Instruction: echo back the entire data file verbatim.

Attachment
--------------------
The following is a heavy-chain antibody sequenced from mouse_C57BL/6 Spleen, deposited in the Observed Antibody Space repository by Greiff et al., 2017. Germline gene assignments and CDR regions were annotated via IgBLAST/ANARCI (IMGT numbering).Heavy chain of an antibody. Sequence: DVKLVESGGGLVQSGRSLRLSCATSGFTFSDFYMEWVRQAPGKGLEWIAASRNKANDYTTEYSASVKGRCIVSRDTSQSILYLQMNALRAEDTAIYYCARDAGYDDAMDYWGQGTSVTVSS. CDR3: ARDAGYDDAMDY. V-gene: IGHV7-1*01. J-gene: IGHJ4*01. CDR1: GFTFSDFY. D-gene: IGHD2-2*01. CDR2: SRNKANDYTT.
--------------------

The following is a heavy-chain antibody sequenced from mouse_C57BL/6 Spleen, deposited in the Observed Antibody Space repository by Greiff et al., 2017. Germline gene assignments and CDR regions were annotated via IgBLAST/ANARCI (IMGT numbering).Heavy chain of an antibody. Sequence: DVKLVESGGGLVQSGRSLRLSCATSGFTFSDFYMEWVRQAPGKGLEWIAASRNKANDYTTEYSASVKGRCIVSRDTSQSILYLQMNALRAEDTAIYYCARDAGYDDAMDYWGQGTSVTVSS. CDR3: ARDAGYDDAMDY. V-gene: IGHV7-1*01. J-gene: IGHJ4*01. CDR1: GFTFSDFY. D-gene: IGHD2-2*01. CDR2: SRNKANDYTT.